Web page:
Christiana Care Health System played a leading role in a groundbreaking study on racial and ethnic differences in fetal growth, published in the October issue of the American Journal of Obstetrics and Gynecology and sponsored by the U.S. National Institute of Child Health and Human Development. Christiana Care enrolled the most patients in the multi-site study, which concluded that that race and ethnicity play a significant role in birth weights.
The study of 2,334 multi-racial, multi-ethnic women also concluded that current standards, which are more than 30 years old and focused mostly on white women, are outdated. Researchers believe the study will inform new standards that will reduce unnecessary tests.
Anthony Sciscione, D.O., director of the Delaware Center for Maternal & Fetal Medicine of Christiana Care and program director of the Christiana Care OB/GYN Residency Program, was an author of the study.
Q: You have been studying fetal growth for a number of years. What is significant about this latest study?
A: We studied the impact of race and ethnicity on fetal growth in mothers who self identify as Asian, black, Hispanic and white. We learned that there are significant differences in fetal growth among the groups and that as many as 15 percent of non-white fetuses are erroneously classified as too small. The study will inform new guidelines to create a customized approach to fetal growth. Women will get better care that will likely cost less.
Q: What did the study show about the impact of race and ethnicity on fetal growth?
A: There is a huge impact. First of all, we learned that growth patterns are different. The difference in weight is significant in different ethnicities, even though all the mothers in the study had low-risk pregnancies with a single baby. We learned that white and Hispanic babies are on average about one pound bigger than babies who are of Asian or African descent. Boys are bigger than girls across ethnicities.
Q: The study concludes that up to 15 percent of non-white fetuses may be misclassified as too small. What impact does this have on care?
A: Here’s an example: I see a patient who is Asian. She is 5 feet, 2 inches tall, and weighs 110 pounds, and under the current guidelines I have to tell her that her baby is too small and at increased risk. Growth restriction is very serious and could be a sign that the placenta is not doing its job of getting the baby the nutrients he or she needs. We need to perform additional testing, such as ultrasounds twice a week. Plus, the mother suffers the anxiety of worrying that her baby is OK. Our study demonstrates that baby is actually normal weight because we know now that Asian women generally have smaller babies.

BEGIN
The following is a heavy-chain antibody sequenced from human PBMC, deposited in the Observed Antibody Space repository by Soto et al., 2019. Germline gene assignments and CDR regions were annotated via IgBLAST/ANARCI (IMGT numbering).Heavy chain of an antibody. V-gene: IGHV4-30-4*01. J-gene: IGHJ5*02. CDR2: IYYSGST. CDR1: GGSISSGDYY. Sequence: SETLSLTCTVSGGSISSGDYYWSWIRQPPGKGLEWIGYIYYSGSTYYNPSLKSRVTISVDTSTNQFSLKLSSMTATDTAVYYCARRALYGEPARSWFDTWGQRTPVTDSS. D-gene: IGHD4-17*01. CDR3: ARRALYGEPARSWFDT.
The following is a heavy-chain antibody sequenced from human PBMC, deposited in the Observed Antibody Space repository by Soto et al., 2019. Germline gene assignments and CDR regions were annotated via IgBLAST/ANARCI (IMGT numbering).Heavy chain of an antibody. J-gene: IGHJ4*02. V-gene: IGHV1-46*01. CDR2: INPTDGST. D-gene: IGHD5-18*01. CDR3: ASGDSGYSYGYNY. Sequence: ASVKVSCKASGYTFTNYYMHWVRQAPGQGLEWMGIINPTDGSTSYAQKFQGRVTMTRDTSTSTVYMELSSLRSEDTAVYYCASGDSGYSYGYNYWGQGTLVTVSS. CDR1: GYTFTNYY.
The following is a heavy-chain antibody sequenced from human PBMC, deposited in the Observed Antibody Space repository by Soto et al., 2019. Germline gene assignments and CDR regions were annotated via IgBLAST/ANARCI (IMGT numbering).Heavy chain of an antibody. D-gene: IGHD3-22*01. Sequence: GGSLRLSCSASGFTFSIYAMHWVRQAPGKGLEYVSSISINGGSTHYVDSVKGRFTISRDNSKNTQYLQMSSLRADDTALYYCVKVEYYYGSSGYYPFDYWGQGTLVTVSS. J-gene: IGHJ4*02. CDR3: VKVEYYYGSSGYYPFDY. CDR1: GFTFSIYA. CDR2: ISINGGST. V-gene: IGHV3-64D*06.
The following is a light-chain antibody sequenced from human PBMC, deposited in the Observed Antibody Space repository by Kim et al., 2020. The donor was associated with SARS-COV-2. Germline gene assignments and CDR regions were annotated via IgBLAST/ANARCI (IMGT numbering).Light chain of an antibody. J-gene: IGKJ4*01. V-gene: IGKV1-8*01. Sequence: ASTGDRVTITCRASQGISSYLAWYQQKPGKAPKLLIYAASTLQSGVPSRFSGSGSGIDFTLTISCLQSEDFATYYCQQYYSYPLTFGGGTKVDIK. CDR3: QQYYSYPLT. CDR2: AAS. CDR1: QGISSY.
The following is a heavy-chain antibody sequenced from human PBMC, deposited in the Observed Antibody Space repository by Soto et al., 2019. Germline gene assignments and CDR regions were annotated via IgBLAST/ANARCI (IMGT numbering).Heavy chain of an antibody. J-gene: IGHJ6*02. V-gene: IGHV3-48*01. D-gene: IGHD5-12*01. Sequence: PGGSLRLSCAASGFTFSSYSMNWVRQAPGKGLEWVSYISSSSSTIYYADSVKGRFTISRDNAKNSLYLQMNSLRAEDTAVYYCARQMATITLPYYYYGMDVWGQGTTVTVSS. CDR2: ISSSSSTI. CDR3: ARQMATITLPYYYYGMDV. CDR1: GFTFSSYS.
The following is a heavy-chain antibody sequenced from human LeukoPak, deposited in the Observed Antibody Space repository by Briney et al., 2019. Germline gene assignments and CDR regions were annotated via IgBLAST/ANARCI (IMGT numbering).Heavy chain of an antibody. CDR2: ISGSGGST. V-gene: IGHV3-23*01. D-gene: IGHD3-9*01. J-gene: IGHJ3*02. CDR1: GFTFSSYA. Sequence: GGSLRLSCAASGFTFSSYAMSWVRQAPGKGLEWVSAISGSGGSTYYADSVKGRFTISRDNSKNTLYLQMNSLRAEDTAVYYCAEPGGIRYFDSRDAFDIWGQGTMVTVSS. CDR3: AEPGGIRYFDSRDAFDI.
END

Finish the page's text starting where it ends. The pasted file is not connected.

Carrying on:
Q: Why is it important to study fetal growth patterns?
A:This study will likely have an impact on care worldwide. Establishing more accurate guidelines is great for population health. We also expect fewer unnecessary tests, less anxiety for parents.
Q: What makes Christiana Care Health System an ideal place to study fetal growth?
A: When the National Institutes of Health looks at where to put taxpayers’ money they are very careful about it. We have done multiple NIH trials over the years and have a very long and very good track record. We have a team of research nurses, a statistician and a data manager on staff. We also enrolled 558 patients — more than any of the 12 institutions participating in the study.
There is lots of racial and ethnic diversity in the patients we see at Christiana Care. We have large Hispanic and Asian populations in Delaware. We also have diversity in the resources and vulnerability in our patients. We had a huge impact on a study that will make a big difference in care.
Q: The current standard fetal reference charts date back more than 30 years and focused on white, middle-class mothers. How have things changed since then?
A: Today, we are seeing greater ethnic and racial diversity among our patients. We also are seeing more mothers who are older and more mothers who are obese with comorbidities like diabetes. Guidelines previously were based on live births. Now we are now studying fetal growth through ultrasounds.
Q: Have the results of the study had an impact on the way we care for pregnant women at Christiana Care?
A: Not yet. But it will. Health systems need to develop a universal formula that we can consult when we do ultrasound tests. It will create a new field for ethnicity, which is not currently in the data.
Q: What’s next?
A: We need to take this data and apply it to outcomes. What happens when babies are too big or too small? This will help us to be even better in predicting adverse outcomes. We can be more precise. We can fine tune our care based on ethnicity. We also will be looking for ethnic differences in the fetal growth of twins.